Options for HR outsourcing

Several options exist for HR outsourcing, but two of the most common are Professional Employer Organizations (PEO) and HR Consultants. PEOs generally manage all components related to employment and HR (payroll, benefits, tax liability, workers compensation, employee relations, compliance, training/development, etc.) and become the administrative employer or employer of record for employees. PEOs are able to leverage buying power to offer a range of HR services, resources, and employee benefits that small employers may not have the financial capabilities to access. This allows employers to spend more time developing and growing the business without the cumbersome task of managing all of the details of the employment relationship.

HR consultants, on the other hand, take a more “a-la-carte” approach in providing their services. They work with businesses of all sizes and projects of all scopes, both tactical and strategic. Typically HR consultants assist with strategically integrating effective HR processes, programs and practices into daily business operations and usually leave management of HR responsibilities to the client. HR consultants function as a vendor or independent contractor and typically per project or “ad hoc” basis.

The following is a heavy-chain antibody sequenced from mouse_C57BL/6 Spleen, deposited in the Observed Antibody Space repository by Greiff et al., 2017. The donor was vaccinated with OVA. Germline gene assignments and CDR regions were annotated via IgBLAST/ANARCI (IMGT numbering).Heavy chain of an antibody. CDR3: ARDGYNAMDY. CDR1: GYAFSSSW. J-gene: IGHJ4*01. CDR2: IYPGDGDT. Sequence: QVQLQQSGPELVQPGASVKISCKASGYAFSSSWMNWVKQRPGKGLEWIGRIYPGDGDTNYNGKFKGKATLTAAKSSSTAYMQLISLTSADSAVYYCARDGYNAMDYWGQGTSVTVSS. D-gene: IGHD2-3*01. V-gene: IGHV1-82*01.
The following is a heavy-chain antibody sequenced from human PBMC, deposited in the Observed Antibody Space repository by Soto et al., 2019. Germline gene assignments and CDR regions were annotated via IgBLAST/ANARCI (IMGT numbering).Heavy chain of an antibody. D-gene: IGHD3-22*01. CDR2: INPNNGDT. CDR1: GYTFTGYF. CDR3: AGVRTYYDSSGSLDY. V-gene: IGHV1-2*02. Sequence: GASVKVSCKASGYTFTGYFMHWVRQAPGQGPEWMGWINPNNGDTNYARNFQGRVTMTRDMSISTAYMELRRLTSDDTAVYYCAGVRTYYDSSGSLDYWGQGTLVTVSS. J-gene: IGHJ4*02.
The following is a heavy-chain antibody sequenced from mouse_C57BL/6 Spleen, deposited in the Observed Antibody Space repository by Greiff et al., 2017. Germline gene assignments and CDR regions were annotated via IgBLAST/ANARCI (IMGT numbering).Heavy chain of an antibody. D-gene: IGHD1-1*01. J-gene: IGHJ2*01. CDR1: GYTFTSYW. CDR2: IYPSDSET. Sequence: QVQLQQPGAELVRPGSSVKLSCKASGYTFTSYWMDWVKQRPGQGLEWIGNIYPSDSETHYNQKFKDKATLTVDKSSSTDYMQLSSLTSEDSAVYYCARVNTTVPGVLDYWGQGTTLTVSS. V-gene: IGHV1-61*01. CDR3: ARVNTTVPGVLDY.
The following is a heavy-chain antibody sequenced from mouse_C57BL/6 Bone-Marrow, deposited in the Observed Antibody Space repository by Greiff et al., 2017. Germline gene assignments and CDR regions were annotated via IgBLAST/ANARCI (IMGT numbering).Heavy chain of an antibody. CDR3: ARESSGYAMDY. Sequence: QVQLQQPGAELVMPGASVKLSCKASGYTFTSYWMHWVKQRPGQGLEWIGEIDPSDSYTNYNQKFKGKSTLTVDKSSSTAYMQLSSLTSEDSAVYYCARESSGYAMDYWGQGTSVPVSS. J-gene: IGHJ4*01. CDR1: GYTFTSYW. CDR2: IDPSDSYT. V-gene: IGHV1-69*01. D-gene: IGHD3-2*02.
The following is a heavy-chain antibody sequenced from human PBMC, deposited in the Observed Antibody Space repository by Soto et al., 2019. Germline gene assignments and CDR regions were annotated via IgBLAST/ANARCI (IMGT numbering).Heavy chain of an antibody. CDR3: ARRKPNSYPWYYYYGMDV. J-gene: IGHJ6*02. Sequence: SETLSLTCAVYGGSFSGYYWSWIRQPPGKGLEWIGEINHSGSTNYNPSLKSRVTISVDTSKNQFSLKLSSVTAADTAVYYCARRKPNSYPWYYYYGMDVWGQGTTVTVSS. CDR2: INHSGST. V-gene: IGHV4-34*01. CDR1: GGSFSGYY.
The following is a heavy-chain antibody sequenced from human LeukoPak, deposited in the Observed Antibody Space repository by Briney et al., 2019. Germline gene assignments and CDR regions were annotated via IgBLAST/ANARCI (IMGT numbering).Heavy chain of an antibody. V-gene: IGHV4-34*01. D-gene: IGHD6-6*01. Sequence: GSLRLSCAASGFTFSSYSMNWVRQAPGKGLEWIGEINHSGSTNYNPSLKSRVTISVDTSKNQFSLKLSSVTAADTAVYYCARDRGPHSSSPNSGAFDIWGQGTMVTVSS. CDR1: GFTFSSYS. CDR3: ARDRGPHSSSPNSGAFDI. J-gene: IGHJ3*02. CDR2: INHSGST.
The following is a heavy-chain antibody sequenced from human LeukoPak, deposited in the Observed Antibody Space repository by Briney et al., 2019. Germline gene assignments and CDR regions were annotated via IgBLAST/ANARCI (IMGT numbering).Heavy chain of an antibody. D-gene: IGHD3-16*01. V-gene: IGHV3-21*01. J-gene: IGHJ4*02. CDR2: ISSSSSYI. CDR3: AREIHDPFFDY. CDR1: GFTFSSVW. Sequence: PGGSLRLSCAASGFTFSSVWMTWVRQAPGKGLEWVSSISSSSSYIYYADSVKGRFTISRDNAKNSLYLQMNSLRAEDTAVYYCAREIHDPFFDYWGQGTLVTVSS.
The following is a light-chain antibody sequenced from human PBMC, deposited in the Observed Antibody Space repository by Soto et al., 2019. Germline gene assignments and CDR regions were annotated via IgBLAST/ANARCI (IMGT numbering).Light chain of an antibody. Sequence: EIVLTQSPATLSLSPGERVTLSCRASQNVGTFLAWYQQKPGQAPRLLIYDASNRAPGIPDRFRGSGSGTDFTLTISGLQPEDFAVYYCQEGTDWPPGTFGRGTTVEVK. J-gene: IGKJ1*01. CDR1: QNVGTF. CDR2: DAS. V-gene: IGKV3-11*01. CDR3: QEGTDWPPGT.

Selecting an HR outsourcing option

Determining whether you should select a PEO versus a HR consultant doesn’t have to be a difficult task. Honestly, it’s about what is the right fit for your organization. In order to understand what makes the most sense for your business, you’ll want to first conduct a needs analysis asking such questions as:

  • What are you attempting to gain/achieve by outsourcing the HR function?
  • What does the business need to be more efficient in people management and reduce overall HR administration costs?
  • Are you spending too much time on administrative work rather than high-level, business strategy?

Secondly, you will need to evaluate your current processes and resources understanding the answers to questions like:

  • Do you have HR processes, and if so do they align with best practices?